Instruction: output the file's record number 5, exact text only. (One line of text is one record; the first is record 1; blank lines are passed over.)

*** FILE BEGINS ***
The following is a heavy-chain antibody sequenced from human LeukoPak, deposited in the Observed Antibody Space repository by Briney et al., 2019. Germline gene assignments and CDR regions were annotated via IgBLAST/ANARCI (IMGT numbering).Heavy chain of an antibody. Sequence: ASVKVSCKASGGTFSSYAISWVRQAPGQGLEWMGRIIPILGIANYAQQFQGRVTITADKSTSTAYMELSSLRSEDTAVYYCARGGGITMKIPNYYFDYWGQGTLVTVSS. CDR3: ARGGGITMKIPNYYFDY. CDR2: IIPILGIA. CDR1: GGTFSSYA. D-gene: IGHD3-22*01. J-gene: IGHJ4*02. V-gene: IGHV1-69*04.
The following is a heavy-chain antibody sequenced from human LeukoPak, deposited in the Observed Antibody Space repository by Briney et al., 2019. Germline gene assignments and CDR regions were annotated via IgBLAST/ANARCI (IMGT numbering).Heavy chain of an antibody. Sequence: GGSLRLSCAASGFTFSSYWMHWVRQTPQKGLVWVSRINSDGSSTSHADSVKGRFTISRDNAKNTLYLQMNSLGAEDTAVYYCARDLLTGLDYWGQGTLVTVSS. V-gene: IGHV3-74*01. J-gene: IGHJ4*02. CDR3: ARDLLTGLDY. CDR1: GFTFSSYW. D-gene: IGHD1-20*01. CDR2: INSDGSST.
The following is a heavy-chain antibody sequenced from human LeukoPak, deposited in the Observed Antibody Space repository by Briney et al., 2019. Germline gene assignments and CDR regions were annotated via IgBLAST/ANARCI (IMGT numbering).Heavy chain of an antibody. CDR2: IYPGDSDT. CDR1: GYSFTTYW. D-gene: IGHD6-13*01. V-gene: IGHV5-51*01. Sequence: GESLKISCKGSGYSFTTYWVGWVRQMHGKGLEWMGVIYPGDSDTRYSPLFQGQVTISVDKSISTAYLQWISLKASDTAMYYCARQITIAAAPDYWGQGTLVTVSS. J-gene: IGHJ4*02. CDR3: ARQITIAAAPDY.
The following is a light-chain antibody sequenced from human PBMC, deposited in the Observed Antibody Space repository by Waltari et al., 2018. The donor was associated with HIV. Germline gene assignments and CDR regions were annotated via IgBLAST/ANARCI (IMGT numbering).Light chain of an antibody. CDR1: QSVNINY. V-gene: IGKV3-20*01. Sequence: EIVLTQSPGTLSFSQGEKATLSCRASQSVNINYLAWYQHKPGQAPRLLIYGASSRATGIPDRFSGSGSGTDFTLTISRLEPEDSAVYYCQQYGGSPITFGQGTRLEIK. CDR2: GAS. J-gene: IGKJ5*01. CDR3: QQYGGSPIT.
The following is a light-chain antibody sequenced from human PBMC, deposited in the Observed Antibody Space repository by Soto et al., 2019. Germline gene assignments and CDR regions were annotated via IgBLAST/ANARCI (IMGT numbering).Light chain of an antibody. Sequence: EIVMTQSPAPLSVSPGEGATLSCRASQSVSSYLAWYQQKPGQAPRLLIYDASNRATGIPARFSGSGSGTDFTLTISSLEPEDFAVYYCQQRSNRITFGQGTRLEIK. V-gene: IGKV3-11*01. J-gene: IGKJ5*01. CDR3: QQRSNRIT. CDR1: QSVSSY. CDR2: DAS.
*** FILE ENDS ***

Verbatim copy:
The following is a light-chain antibody sequenced from human PBMC, deposited in the Observed Antibody Space repository by Soto et al., 2019. Germline gene assignments and CDR regions were annotated via IgBLAST/ANARCI (IMGT numbering).Light chain of an antibody. Sequence: EIVMTQSPAPLSVSPGEGATLSCRASQSVSSYLAWYQQKPGQAPRLLIYDASNRATGIPARFSGSGSGTDFTLTISSLEPEDFAVYYCQQRSNRITFGQGTRLEIK. V-gene: IGKV3-11*01. J-gene: IGKJ5*01. CDR3: QQRSNRIT. CDR1: QSVSSY. CDR2: DAS.